The White House’s “Nudge Squad”

Written by Marilyn Assenheim on July 31, 2013

Although the White House is painting its usual, self-serving picture, experts warn that there is nothing to stop government’s “we know best” snowball from turning into an avalanche. Michael Thomas, an economist at Utah State University, aired his concerns to FOX News: “Ultimately, nudging … assumes a small group of people in government know better about choices than the individuals making them. And sometimes… government actually promotes the wrong thing.” No kidding.

David Laibson, behavioral economics professor at Harvard University, is working with the government on the program. Laibson’s involvement in the program is right up The Lyin’ King’s alley; his verbal contortions outdo mountain switchbacks. First, Laibson states that “Every intervention would need to be tested to make sure (the program) works well…” Then Laibson added that the way the team will function is still unknown.

Finally, Laibson “hopes the government will shy away from involving itself from controversial policies.” Well, Elvis certainly departed that auditorium ages ago. Laibson ends with a bang: “Let’s say we want people to engage in some healthy behavior like a weight loss program, and then start automatically enrolling overweight people in weight loss programs — even though they could opt out, I’m guessing that would be viewed as offensive …” Why assume one could “opt out”? Horrifyingly, Laibson believes it would be problematic not because of automatic enrollment but because “a lot of people would say, “…this is judging who I am and who I should be.”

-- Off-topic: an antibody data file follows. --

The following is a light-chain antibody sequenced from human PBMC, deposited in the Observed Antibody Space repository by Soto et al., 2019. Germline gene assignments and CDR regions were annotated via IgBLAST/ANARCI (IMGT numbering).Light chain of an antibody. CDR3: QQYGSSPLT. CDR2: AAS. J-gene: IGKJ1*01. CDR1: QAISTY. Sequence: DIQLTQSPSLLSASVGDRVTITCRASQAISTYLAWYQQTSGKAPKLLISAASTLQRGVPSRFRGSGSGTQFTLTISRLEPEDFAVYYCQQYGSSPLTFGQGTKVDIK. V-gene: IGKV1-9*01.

FOX News ends with a cautionary note from Jerry Ellig, an economist with the Mercatus Center: “If you can keep it to a ‘nudge’ maybe it can be beneficial…but nudges can turn into shoves pretty quickly.” Mr. Ellig is dead wrong about a nudge from government being beneficial. A “nudge” from government is never beneficial to anyone except to government. We have almost five years of evidence of that.

Image: Description: Español: Pintura Político-social; author: Cesar Leal Jiménez; Creative Commons Attribution-Share Alike 3.0 Unported license

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Marilyn Assenheim
Marilyn Assenheim was born and raised in New York City. She spent a career in healthcare management although she probably should have been a casting director. Or a cowboy. A serious devotee of history and politics, Marilyn currently lives in the NYC metropolitan area.